I am referring to narratives as the stories that we use to make sense of the world and of each other. They are sometimes provided for us by the social structures that we are brought up with, though political ideologies, all sorts of media, what we are taught at school and university, and through our families and communities. They can be deeply historical and play a major role in how we are led to place ourselves in global positioning and politics – constructed from the myths of ancient battles and invasions, national or religious victories or defeats. In this sense they can be negative and destructive within the spiral of a Self and Other politics – the blocking narratives that lead to war and persecution.
Narratives do not however always have to be negative. Narratives of all types are around us all the time and also provide the material with which we understand and connect with each other and with places. We are not isolated individuals or groups who simply go about our business in a mechanical, instrumental manner. Whatever we experience in encountering each other we connect in multiple ways to the stories we bring with us that are constructed from multiple images and memories.
This is evident anywhere at any time. But let’s take the more ‘exotic’ example of sitting in the foyer of a hotel in China and talking for a moment to the young woman serving me coffee. She seemed as uncertain as me whether the group of people walking in a loose procession nearby were a wedding party – because the European-style dress of the woman at the front who might be the bride was pale blue. The narratives I brought to this were: large hotel foyers being places where weddings spill out; wedding dresses are special to the people who wear them but follow traditional styles; people who work in hotels have local knowledge; people don’t know everything about their traditions; people share the desire to talk about what puzzles them; weddings have strong resonances of some sort with everyone; white European wedding dresses are popular everywhere (reference to brides posing for photographs on bridges in Cairo); particular wedding dress styles are particular to particular communities for particular reasons; the people we talk to also have multiple narratives that influence what they say at different times for different reasons.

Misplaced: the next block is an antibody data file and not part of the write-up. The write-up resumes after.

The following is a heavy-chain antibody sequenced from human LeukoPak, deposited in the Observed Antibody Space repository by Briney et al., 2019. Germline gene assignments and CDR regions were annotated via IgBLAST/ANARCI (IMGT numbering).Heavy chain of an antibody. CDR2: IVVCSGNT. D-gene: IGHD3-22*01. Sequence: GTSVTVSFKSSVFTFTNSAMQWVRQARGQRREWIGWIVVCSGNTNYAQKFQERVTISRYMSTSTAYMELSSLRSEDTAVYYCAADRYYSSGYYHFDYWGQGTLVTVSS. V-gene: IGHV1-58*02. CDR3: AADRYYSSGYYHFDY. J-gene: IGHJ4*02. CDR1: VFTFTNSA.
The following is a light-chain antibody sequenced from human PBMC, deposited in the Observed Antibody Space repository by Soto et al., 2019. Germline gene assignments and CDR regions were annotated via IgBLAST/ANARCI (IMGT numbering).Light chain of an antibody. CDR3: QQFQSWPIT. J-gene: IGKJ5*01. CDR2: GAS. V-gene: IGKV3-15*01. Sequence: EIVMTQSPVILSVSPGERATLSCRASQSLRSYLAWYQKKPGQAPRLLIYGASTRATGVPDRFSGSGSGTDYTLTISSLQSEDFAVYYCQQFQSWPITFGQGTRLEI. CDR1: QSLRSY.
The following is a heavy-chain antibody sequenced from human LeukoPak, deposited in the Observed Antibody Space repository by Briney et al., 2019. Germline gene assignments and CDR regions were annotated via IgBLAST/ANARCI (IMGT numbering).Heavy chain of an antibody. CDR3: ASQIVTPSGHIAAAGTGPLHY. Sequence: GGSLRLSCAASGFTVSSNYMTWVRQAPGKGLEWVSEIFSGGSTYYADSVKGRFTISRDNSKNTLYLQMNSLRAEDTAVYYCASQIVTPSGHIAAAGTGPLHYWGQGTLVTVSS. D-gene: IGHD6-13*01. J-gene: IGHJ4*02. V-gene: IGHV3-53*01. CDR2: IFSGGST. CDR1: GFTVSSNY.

The presence of these narratives means that a lot is going on between people that fills the space even though it cannot be seen, and is in effect real and powerful material that brings us together. They can populate the threads that bring us together.
There could however have been other, bigger, essentialist narratives that I could have employed, which would have blocked the possibility of me coming together with the waiter, blocking the potential for us to share our thoughts about the ‘wedding procession’. These blocking narratives would be the dominant stereotypes that we inherit – that we are essentially different – that we can never really understand each other – ‘collectivist and hierarchical’ versus ‘individualist and democratic’.
All of these narratives are there. We have the moral responsibility to take action and choose with knowledge.